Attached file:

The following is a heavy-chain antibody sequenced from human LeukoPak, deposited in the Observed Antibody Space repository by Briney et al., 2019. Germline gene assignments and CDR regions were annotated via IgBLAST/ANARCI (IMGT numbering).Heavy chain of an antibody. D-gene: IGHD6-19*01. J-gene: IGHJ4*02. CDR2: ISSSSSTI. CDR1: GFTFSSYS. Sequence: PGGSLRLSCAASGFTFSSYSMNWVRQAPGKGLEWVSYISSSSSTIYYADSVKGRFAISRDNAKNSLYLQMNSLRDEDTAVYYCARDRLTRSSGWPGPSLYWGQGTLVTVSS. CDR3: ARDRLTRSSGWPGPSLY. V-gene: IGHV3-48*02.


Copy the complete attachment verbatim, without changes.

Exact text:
The following is a heavy-chain antibody sequenced from human LeukoPak, deposited in the Observed Antibody Space repository by Briney et al., 2019. Germline gene assignments and CDR regions were annotated via IgBLAST/ANARCI (IMGT numbering).Heavy chain of an antibody. D-gene: IGHD6-19*01. J-gene: IGHJ4*02. CDR2: ISSSSSTI. CDR1: GFTFSSYS. Sequence: PGGSLRLSCAASGFTFSSYSMNWVRQAPGKGLEWVSYISSSSSTIYYADSVKGRFAISRDNAKNSLYLQMNSLRDEDTAVYYCARDRLTRSSGWPGPSLYWGQGTLVTVSS. CDR3: ARDRLTRSSGWPGPSLY. V-gene: IGHV3-48*02.